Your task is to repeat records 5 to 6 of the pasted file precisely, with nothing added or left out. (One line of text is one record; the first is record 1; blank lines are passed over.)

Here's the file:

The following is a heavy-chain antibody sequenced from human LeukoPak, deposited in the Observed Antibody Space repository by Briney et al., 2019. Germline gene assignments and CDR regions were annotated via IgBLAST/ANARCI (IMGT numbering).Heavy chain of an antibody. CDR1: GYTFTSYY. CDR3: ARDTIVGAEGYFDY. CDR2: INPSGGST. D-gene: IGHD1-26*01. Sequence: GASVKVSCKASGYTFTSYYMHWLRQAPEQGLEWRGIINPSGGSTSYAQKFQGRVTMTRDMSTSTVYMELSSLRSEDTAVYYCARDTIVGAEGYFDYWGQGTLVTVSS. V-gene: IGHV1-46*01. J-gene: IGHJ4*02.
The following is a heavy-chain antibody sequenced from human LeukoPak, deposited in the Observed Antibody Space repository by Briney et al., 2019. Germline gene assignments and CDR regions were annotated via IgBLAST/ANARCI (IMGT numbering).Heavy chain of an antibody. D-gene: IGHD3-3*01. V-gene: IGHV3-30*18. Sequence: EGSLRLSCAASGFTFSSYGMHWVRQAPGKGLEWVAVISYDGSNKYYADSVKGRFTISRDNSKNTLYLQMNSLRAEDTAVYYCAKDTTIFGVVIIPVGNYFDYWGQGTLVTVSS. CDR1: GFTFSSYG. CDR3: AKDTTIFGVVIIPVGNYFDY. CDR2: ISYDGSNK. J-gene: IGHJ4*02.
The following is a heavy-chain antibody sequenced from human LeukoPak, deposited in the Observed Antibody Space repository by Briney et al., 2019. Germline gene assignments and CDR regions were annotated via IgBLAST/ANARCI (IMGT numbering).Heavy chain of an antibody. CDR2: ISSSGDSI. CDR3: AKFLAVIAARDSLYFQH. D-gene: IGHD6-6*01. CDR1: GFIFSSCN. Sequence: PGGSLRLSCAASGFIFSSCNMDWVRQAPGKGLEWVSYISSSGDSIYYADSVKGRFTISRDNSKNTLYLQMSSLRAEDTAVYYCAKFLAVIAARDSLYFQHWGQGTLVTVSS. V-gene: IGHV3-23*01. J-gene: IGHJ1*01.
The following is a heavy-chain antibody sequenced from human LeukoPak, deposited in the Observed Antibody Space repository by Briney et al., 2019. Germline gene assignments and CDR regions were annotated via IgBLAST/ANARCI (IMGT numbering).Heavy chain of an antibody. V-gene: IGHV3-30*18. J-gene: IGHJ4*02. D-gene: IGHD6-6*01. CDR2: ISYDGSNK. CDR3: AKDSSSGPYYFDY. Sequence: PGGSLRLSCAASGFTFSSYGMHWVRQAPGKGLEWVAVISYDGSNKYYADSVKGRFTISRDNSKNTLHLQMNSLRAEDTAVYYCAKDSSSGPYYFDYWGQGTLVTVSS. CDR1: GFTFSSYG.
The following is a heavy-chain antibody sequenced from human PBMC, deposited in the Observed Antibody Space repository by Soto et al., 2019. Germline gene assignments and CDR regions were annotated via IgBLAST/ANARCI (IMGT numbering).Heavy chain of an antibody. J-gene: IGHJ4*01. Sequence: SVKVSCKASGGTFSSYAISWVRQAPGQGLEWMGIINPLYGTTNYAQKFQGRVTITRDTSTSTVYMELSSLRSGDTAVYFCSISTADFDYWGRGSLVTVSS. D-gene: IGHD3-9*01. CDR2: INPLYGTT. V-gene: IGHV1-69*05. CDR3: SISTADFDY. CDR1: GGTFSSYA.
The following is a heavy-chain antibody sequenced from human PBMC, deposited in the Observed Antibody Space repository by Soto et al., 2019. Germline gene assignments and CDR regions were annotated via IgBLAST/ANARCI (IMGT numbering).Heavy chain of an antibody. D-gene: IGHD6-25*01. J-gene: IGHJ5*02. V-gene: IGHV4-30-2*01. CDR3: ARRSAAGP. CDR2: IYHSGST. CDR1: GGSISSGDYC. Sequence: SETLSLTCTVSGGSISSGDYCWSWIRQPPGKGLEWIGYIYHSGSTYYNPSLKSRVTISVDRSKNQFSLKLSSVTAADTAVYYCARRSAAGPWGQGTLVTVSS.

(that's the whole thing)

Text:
The following is a heavy-chain antibody sequenced from human PBMC, deposited in the Observed Antibody Space repository by Soto et al., 2019. Germline gene assignments and CDR regions were annotated via IgBLAST/ANARCI (IMGT numbering).Heavy chain of an antibody. J-gene: IGHJ4*01. Sequence: SVKVSCKASGGTFSSYAISWVRQAPGQGLEWMGIINPLYGTTNYAQKFQGRVTITRDTSTSTVYMELSSLRSGDTAVYFCSISTADFDYWGRGSLVTVSS. D-gene: IGHD3-9*01. CDR2: INPLYGTT. V-gene: IGHV1-69*05. CDR3: SISTADFDY. CDR1: GGTFSSYA.
The following is a heavy-chain antibody sequenced from human PBMC, deposited in the Observed Antibody Space repository by Soto et al., 2019. Germline gene assignments and CDR regions were annotated via IgBLAST/ANARCI (IMGT numbering).Heavy chain of an antibody. D-gene: IGHD6-25*01. J-gene: IGHJ5*02. V-gene: IGHV4-30-2*01. CDR3: ARRSAAGP. CDR2: IYHSGST. CDR1: GGSISSGDYC. Sequence: SETLSLTCTVSGGSISSGDYCWSWIRQPPGKGLEWIGYIYHSGSTYYNPSLKSRVTISVDRSKNQFSLKLSSVTAADTAVYYCARRSAAGPWGQGTLVTVSS.